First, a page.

Initially, when a firm receives FINRA approval to become a broker/dealer, the membership agreement has specific criteria which defines the types of business the firm may engage.  If the firm wants to make changes to certain lines of business, operations, or otherwise, then it must submit a CMA, also known as the Continuing Membership Application, to obtain FINRA approval.

Why does a Firm need to file a Continuing Membership Application (CMA)?

There are several events that will trigger a firm to file a Continuing Membership Application such as a merger with or acquisition of another member firm, transfer of 25 percent or more in the aggregate of the firm’s assets, a change in equity ownership or partnership capital of the firm that results in one person or entity directly or indirectly owning or controlling 25 percent or more of the equity or partnership capital, or a material change in business operations.  There are numerous changes that FINRA considers material.  Among those changes are removing or modifying a business restriction, adding a business that requires a higher net capital requirement, or adding a significant number of branches or personnel.  It should be noted that adding a number of branches or personnel doesn’t always trigger the requirement to file a FINRA CMA application.  Certain firms will be eligible for FINRA’s safe harbor expansion.

Filling out FINRA’s Continuing Membership Application can be a complex task.  The application is broken down into 14 sections, or as FINRA calls it, 14 standards.   The firm must satisfy all 14 standards by providing a substantial amount of detailed information.

Considerations and Planning

It is not a good idea to rush through the application, and the firm should take careful consideration in planning and deciding what information to provide.  Once all information is gathered, a Continuing Membership Application (CMA) can be filed through FINRA Gateway on the electronic Form CMA. Much like the process for filling out Form NMA, an examiner will be assigned to review the application.  FINRA’s Membership Application Program Group defines the criteria examiners are to follow while reviewing applications.  The examiner has 30 days to review the CMA submitted and if additional information is needed, an initial request will be sent to the firm requesting additional information.  The firm has 30 days to respond to FINRA’s request and the process can continue to go back and forth for several months. A CMA can take up to six months to obtain approval, or less if the changes are not material and all information is provided promptly.  In some circumstances, such as changes in ownership, FINRA may request a membership interview to meet the new proposed owners.  The quickest way to get through the CMA process is to provide FINRA everything it needs when initially filling out the CMA.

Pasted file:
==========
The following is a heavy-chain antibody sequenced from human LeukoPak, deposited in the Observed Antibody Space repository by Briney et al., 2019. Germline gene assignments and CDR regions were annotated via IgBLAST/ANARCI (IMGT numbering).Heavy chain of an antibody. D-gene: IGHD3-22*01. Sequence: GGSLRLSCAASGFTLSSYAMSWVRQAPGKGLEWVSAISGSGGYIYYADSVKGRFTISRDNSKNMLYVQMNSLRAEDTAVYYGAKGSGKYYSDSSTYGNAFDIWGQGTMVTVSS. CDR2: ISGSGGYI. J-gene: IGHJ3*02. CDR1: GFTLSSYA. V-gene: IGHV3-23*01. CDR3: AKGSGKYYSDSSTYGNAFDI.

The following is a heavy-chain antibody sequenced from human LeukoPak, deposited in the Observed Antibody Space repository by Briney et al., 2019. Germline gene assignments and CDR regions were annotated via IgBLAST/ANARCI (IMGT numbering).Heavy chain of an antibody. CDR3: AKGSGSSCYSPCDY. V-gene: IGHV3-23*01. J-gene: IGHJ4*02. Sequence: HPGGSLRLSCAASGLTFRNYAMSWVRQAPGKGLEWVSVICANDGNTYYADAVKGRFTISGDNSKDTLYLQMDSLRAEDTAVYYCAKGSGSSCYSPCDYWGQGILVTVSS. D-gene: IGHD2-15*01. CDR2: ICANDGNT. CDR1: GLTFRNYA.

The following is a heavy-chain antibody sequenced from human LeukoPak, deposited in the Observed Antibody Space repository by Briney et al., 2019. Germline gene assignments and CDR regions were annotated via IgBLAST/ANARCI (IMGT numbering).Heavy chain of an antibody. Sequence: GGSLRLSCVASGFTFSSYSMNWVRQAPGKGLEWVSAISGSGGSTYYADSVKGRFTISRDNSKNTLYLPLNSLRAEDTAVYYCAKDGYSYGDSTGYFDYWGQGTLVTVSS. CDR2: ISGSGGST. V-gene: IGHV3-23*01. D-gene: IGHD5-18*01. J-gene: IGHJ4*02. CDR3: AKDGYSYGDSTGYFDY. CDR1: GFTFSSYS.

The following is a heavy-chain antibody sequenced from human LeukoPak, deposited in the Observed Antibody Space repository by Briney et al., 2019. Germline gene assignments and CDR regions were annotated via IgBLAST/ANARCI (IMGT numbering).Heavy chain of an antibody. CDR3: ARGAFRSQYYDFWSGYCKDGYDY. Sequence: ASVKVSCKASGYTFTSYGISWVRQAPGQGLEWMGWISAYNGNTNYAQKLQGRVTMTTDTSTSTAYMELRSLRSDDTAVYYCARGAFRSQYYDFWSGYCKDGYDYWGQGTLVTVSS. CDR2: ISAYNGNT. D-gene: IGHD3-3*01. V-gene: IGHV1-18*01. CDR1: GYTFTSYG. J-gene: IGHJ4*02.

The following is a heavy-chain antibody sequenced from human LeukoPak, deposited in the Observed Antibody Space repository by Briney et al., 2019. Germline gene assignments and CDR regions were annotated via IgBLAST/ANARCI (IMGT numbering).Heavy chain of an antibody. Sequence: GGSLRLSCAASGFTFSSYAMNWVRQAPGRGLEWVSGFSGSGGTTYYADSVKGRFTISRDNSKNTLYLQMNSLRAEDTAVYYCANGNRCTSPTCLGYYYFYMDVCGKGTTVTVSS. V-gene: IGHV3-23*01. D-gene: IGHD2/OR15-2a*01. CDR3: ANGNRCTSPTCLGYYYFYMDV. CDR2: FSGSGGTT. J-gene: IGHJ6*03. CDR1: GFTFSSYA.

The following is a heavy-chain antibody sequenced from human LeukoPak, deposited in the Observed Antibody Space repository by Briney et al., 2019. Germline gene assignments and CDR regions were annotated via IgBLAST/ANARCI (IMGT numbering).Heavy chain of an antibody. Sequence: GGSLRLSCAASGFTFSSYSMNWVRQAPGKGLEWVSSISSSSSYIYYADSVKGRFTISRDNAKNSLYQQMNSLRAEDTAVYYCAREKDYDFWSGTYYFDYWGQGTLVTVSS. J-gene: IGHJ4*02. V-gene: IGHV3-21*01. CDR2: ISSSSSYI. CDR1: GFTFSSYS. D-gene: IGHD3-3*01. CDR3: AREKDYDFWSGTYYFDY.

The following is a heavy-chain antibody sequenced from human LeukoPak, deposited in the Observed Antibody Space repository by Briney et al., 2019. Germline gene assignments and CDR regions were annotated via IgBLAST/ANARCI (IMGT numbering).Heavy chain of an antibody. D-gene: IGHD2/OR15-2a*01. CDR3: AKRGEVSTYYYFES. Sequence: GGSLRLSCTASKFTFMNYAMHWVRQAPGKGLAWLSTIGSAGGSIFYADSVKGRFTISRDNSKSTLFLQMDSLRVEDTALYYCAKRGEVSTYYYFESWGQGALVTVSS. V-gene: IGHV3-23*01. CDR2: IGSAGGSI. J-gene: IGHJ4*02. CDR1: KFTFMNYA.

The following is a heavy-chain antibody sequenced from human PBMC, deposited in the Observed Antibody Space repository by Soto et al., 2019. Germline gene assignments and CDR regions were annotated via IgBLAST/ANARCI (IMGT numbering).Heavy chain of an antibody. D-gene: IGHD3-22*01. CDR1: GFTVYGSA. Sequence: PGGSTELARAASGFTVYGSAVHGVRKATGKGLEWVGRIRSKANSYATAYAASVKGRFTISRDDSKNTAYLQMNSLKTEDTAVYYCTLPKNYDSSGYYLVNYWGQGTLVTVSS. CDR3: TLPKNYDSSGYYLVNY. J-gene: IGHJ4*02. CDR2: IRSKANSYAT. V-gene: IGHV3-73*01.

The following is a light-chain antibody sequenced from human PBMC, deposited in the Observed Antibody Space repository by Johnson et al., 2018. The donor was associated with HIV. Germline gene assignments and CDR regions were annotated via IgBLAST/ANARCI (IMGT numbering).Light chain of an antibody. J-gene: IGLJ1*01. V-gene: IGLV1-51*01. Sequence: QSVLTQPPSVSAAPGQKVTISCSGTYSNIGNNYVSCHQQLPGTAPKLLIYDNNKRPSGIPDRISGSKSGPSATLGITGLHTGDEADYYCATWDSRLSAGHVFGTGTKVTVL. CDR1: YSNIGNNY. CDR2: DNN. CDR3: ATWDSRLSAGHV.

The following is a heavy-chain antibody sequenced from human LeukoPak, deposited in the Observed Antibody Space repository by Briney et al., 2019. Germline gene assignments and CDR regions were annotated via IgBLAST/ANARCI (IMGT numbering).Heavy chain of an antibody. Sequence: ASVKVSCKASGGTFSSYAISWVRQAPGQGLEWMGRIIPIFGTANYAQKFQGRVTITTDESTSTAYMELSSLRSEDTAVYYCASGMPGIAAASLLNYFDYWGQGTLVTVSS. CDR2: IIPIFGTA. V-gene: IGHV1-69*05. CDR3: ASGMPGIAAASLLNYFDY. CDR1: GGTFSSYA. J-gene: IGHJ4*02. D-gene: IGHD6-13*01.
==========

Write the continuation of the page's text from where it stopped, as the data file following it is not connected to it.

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For more posts related to the Continuing Membership Application, please see New Product Considerations for Broker-Dealers and Interim Restriction on Continuing Membership Application.